Petitioners contend (Pet. 13-19) that the Court should supplant the rule established in Western Nuclear and reaffirmed in BedRoc in favor of a different analy sis. Specifically, petitioners assert that the scope of a statutory mineral reservation should be evaluated not according to the meaning of the text and Congress's in tent at the time of the statute's passage, but according to the value of the mineral at the time the land was pat ented. Under petitioners' proposed "valuable-when-pat ented" test, the scope of each mineral reservation would depend on the market conditions present in the vicinity of the patented lands as of the date of the patent, with respect to each of the various individual mineral sub stances located on the lands. See Pet. 13. Petitioners' contention does not warrant this Court's review.
As a threshold matter, petitioners' proposed valu able-when-patented test is inconsistent with this Court's precedent. In Western Nuclear, this Court held that gravel is a reserved mineral under Section 9 of the SRHA, 43 U.S.C. 299. Looking to the purpose and his tory of the statute, the Court noted that the SRHA, like other land-grant statutes containing mineral reserva tions, was intended to "facilitate development of both surface and subsurface resources." Western Nuclear, 462 U.S. at 49-52; see BedRoc, 541 U.S. at 182 (plurality opinion). The Court concluded that Congress intended to achieve that goal by reserving the mineral estate and patenting only those interests necessary for the in tended surface use. Western Nuclear, 462 U.S. at 56. The Court reasoned that to interpret the statute to in clude gravel in a surface estate intended to be used for stock-raising and raising crops would make exploitation of the mineral dependent on "the initiative of persons whose interests were known to lie elsewhere." Ibid. Petitioners' valuable-when-patented test would thwart Congress's intent by making the exploitation of any commercially valuable mineral whose value was un known at the time of the patent dependent on the initia tive of persons who bought the land for purposes unre lated to exploitation of the mineral estate. See ibid.3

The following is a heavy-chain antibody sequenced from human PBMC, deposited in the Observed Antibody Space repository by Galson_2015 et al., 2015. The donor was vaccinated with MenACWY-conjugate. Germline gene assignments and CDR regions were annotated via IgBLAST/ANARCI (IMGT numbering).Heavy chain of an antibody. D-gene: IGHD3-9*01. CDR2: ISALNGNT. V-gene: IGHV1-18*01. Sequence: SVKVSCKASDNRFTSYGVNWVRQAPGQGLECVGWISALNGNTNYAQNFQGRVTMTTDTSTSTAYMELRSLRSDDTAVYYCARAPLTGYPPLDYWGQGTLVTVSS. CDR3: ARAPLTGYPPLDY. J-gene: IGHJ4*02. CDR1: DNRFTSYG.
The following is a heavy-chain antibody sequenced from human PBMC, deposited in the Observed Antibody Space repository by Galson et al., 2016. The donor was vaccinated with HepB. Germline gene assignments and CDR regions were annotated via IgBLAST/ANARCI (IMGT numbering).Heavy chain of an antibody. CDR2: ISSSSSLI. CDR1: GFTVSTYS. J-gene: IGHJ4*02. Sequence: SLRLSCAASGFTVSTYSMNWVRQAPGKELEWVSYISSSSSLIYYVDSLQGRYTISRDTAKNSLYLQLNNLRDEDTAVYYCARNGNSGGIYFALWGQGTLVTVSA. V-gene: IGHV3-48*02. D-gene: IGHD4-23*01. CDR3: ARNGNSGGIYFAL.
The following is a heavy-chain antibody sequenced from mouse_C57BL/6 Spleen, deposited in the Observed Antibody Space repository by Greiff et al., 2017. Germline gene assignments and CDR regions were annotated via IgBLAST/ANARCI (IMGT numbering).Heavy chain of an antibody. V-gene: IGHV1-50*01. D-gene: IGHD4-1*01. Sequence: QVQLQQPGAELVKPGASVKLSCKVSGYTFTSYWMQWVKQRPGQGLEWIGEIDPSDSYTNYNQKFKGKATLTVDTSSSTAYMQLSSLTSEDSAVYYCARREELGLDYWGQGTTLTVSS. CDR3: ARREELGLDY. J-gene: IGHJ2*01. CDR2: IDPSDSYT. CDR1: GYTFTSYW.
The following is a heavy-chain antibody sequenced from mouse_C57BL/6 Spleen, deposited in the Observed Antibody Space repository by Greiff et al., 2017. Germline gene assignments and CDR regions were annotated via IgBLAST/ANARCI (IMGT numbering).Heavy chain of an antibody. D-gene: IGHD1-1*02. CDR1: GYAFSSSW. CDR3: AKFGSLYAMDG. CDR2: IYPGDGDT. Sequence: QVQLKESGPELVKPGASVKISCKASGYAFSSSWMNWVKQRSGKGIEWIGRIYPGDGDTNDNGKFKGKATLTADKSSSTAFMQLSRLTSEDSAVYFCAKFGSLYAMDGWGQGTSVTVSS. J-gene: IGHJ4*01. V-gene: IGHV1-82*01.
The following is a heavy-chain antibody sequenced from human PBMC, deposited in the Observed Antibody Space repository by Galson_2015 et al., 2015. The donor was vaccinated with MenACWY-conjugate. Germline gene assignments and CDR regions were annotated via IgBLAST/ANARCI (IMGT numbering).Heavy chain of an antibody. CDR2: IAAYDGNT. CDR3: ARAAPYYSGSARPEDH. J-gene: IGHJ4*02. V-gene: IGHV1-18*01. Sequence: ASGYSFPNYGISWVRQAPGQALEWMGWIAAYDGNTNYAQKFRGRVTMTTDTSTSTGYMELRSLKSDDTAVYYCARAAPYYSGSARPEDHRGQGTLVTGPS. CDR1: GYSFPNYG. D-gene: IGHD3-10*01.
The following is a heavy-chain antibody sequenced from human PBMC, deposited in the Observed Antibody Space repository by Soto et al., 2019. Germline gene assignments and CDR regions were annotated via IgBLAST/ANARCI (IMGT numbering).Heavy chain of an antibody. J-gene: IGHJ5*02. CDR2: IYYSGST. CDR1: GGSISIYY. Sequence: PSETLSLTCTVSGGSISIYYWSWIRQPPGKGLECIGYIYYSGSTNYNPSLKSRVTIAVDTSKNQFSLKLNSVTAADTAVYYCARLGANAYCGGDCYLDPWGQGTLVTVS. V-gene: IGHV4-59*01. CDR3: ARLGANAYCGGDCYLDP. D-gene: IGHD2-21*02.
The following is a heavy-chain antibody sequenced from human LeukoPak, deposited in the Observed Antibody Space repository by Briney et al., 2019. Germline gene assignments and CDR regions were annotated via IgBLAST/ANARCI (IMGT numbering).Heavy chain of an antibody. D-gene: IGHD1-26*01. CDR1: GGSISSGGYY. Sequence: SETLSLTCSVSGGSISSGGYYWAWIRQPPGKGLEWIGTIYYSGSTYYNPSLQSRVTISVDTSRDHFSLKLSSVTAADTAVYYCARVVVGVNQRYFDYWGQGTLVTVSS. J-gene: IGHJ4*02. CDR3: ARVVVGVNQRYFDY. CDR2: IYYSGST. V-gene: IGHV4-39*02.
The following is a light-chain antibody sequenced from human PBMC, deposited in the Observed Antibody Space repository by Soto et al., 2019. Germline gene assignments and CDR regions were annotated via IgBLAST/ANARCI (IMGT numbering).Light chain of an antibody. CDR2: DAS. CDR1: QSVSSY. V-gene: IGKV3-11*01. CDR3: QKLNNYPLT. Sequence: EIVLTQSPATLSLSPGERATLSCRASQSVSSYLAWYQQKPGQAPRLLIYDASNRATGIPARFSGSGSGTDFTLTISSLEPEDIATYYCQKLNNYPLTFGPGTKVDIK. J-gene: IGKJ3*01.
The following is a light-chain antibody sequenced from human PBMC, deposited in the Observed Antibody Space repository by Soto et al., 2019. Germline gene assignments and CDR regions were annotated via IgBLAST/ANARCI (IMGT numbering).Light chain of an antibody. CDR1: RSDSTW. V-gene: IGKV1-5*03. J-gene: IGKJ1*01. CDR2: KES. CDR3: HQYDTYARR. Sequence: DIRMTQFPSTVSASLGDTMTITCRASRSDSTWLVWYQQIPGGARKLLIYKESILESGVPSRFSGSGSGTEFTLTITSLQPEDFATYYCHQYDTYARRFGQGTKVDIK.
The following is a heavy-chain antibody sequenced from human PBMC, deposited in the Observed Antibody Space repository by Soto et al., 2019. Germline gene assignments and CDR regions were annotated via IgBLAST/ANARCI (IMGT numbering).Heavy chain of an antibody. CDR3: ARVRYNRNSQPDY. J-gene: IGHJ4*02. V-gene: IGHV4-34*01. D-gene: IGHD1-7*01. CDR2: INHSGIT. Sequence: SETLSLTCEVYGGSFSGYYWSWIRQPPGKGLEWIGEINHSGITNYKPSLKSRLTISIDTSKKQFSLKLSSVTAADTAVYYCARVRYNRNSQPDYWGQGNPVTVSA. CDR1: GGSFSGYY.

Moreover, despite petitioners' claims, application of the valuable-when-patented test to statutorily mandated mineral reservations would not "settle this area of law." Pet. 4. On the contrary, adoption of petitioners' pro posed test would result in widespread uncertainty. Peti tioners' proposed test calls for a fact-intensive, site-spe cific, case-by-case examination of the hypothetical prof itability of extracting a mineral that may not even have been known to exist at the time of the patent. Even as suming that the historical facts necessary to conduct that burdensome analysis could be adequately estab lished as a practical matter, subjecting federal patents to such an inquiry would result in differing interpreta tions of identical language in land patents issued under the same federal land-grant statute, and thus in differ ing sets of property rights accorded to similarly situated patentees, depending on the location of the land pat ented or the time of the patent. Petitioners offer no au thority to suggest that Congress would have intended that result.